So the agenda to reduce vulnerability to external shocks through further improvements in macroeconomic and financial policies and by diversifying exports needs to continue.

Moreover, as I mentioned at the outset, there are other reasons why it is far too early to declare victory based on the recent growth performance. Let me elaborate on each of these.

First, the region's economic has growth continued to lag much of the world.

  • Take the 2006 performance as an example. Growth in developing countries outside of Latin America and the Caribbean was about 8½ percent-about 3 percentage points higher than in the region.
  • Over the last three years, Latin America and the Caribbean has trailed developing countries by a similar margin.

Second, the performance of productivity and investment has been lackluster, raising concerns about the sustainability of the current performance.

  • Investment in the region still averages only 20 percent of GDP, which is no higher than its peak in earlier expansions.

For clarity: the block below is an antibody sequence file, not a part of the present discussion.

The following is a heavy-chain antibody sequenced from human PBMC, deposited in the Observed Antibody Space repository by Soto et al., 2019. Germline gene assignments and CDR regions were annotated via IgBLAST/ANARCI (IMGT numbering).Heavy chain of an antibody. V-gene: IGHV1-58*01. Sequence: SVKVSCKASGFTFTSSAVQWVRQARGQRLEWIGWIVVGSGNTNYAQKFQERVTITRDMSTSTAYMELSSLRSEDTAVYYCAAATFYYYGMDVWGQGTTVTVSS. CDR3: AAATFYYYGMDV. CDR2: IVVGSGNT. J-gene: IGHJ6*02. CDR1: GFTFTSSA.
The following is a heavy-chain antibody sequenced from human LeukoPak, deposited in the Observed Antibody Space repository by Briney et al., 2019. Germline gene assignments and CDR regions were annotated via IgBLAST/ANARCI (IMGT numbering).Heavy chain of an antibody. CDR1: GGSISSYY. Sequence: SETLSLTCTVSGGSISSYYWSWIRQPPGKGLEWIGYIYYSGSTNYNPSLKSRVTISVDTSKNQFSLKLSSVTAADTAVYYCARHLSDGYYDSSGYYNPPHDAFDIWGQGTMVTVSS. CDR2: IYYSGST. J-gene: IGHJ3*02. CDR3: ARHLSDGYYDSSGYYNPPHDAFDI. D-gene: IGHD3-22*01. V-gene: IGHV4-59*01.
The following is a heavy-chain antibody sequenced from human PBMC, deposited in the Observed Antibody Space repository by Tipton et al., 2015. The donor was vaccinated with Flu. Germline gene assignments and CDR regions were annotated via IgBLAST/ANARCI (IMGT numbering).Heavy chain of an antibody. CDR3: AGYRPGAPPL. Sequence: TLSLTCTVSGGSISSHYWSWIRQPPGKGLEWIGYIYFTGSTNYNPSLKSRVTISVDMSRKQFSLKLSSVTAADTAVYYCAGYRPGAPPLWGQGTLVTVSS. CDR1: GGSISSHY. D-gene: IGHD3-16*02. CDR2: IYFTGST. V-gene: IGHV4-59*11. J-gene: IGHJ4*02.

• Productivity growth has also been only slightly better than in previous expansions, despite the sharp improvement in the terms of trade enjoyed by the region. And to the extent that productivity has risen during the current expansion, this partly reflects cyclical factors.
  • To grasp the challenge facing the region, it is useful to consider the region's productivity performance from a longer-term perspective.
    • From 1990 to 2006, total factor productivity grew at about 0.8 percent per year. That's a full percentage point below the weighted average for other developing countries.
    • Among the largest Latin American countries, Chile is the only country that has significantly overperformed relative to the average for the other developing countries since 1990.

Raising productivity growth and investment rates will require the region to continue with the familiar agenda of structural reforms. There's a lot of work to be done.

Third, the region faces a challenge in being able to address distributional concerns while also improving its growth performance.